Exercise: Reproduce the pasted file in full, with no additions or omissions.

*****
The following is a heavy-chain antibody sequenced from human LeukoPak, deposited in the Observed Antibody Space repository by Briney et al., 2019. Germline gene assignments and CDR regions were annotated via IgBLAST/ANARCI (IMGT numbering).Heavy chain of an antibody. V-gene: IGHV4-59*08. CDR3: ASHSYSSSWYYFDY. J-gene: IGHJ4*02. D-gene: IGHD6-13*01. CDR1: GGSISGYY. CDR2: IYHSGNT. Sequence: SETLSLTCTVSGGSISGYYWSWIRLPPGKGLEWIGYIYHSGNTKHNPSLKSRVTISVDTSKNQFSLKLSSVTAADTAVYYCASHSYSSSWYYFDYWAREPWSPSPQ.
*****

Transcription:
The following is a heavy-chain antibody sequenced from human LeukoPak, deposited in the Observed Antibody Space repository by Briney et al., 2019. Germline gene assignments and CDR regions were annotated via IgBLAST/ANARCI (IMGT numbering).Heavy chain of an antibody. V-gene: IGHV4-59*08. CDR3: ASHSYSSSWYYFDY. J-gene: IGHJ4*02. D-gene: IGHD6-13*01. CDR1: GGSISGYY. CDR2: IYHSGNT. Sequence: SETLSLTCTVSGGSISGYYWSWIRLPPGKGLEWIGYIYHSGNTKHNPSLKSRVTISVDTSKNQFSLKLSSVTAADTAVYYCASHSYSSSWYYFDYWAREPWSPSPQ.